• What can I learn about friends and friendships from the novels we read in school?
  • How can I be a better friend?

When we create a cluster diagram of the Questioning Toolkit, Essential Questions sit at the center of all the other types of questions. All the other questions and questioning skills serve the purpose of "casting light upon" or illuminating Essential Questions. Most Essential Questions are interdisciplinary in nature. They cut across the lines created by schools and scholars to mark the terrain of departments and disciplines.

Essential Questions probe the deepest issues confronting us — complex and baffling matters that elude simple answers: Life - Death - Marriage - Identity - Purpose - Betrayal - Honor - Integrity - Courage - Temptation - Faith - Leadership - Addiction - Invention - Inspiration.

The greatest novels, the greatest plays, the greatest songs and the greatest paintings all explore Essential Questions in some manner.

Essential Questions are at the heart of the search for Truth.

Many of us believe that schools should devote more time to Essential Questions and less time to Trivial Pursuit.

One major reform effort, the Coalition of Essential Schools, made Essential Questions a keystone of its learning strategy.

Essential Questions offer the organizing focus for a unit — sometimes for a year. If the U.S. History class will spend a month on a topic such as the Civil War, students explore the events and the experience with a mind toward casting light upon one of the following questions, or they develop Essential Questions of their own . . .

  • Why do we have to fight wars?
  • Do we have to fight wars?
  • How could political issues or ideas ever become more important than family loyalties?
  • Some say our country remains wounded by the slavery experience and the Civil War. In what ways might this claim be true and in what ways untrue? What evidence can you supply to substantiate your case?
  • Military officers often complain that the effective conduct of modern war is impeded by political interference and popular pressures on the home front. To what extent did this also prove true during the Civil War?
  • How can countries avoid the kind of bloodshed and devastation we experienced during our Civil War?
  • How much diversity can any nation tolerate?
  • Who showed greater bravery and courage, the front line soldiers and the nurses who tended to the wounded and dying or the leaders of the war effort?

Different types of questions accomplish different tasks and help us to build up our answers in different ways. We must show our students the features of each type of question so they know which combination to employ with the essential question at hand. We don't want them reaching into their toolkit blindly, grasping the first question that comes to mind. No sense grabbing a screw driver when a wrench is needed. No use seizing the hammer when a saw is required. We want them to reach for the question that matches the job. -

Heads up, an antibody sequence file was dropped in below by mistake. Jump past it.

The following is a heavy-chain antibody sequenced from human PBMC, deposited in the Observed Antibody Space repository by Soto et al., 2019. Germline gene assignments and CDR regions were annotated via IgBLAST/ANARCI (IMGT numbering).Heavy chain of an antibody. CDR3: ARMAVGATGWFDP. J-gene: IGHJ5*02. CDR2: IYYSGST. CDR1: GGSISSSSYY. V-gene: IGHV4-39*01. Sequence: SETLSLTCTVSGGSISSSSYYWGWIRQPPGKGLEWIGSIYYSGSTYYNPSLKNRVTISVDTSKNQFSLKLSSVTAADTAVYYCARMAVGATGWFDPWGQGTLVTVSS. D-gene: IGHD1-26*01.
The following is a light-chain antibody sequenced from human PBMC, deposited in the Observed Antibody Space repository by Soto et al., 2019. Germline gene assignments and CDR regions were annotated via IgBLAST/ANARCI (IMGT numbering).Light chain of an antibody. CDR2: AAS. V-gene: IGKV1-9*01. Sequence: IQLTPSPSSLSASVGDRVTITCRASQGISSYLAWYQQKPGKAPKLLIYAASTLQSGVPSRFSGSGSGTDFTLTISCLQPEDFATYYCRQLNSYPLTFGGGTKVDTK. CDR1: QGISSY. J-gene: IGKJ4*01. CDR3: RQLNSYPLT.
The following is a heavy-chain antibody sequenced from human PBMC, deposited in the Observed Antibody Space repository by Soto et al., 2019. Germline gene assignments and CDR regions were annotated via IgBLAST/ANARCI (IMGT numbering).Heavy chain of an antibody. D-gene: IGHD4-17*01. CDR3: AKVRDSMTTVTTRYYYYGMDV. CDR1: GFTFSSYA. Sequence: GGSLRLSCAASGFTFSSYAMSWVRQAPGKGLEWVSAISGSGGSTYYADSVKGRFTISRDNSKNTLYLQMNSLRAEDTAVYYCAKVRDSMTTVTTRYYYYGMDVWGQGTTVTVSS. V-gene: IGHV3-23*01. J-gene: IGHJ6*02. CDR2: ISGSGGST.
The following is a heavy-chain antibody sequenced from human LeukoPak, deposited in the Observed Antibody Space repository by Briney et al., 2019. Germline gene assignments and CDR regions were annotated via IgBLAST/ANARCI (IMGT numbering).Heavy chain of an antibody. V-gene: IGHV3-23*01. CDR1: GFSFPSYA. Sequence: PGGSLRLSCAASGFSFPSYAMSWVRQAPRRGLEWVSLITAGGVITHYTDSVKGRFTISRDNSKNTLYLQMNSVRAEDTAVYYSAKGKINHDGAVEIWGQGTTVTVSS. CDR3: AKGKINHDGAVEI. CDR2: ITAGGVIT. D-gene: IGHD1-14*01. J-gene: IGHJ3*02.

-- Telling Questions ---

Telling Questions lead us (like a smart bomb) right to the target. They are built with such precision that they provide sorting and sifting during the gathering or discovery process. They focus the investigation so that we gather only the very specific evidence and information we require — only those facts that "cast light upon" or illuminate the main question at hand. In schools that give students e-mail accounts, what is the rate of suspension for abusing the privilege? In schools which give students e-mail accounts, what percentage of students lose their privilege during each of the first ten months? second ten months?

The better the list of telling questions generated by the researcher, the more efficient and pointed the subsequent searching and gathering process. A search strategy may be profoundly shifted by the development of telling questions.

Students trying to rank the relative safety of ten cities in the Heartland will have greater success with their search if they translate their general question about crime “Which city is safest?” into a Telling Question — “What is the violent crime rate for cities in the Heartland as reported by the Federal Bureau of Justice and how has it changed over the past ten years?” These telling questions work best when students make use of the advanced version of a search engine as outlined in the article, “Searching for the Grail.”

--- Planning Questions ---

  Planning Questions lift us above the action of the moment and require that we think about how we will structure our search, where we will look and what resources we might use such as time and information. If we were sailing West on a square masted ship, we would pass off the wheel and the lines to team-mates in order to climb to the "crow's nest" - a lofty perch from which we could look "over the horizon."

Too many researchers, be they student or adult, make the mistake of burying their noses in their studies and their sources. They have trouble seeing the forest, so close do they stand to the pine needles. They are easily lost in a thicket of possibilities.

The effective researcher develops a plan of action in response to Planning Questions like the following . . .

Sources
  • Who has done the best work on this subject?
  • Which group may have gathered the best information?
  • Which medium (Internet, electronic periodical collection, scholarly book, etc.) is likely to provide the most reliable and relevant information with optimal efficiency?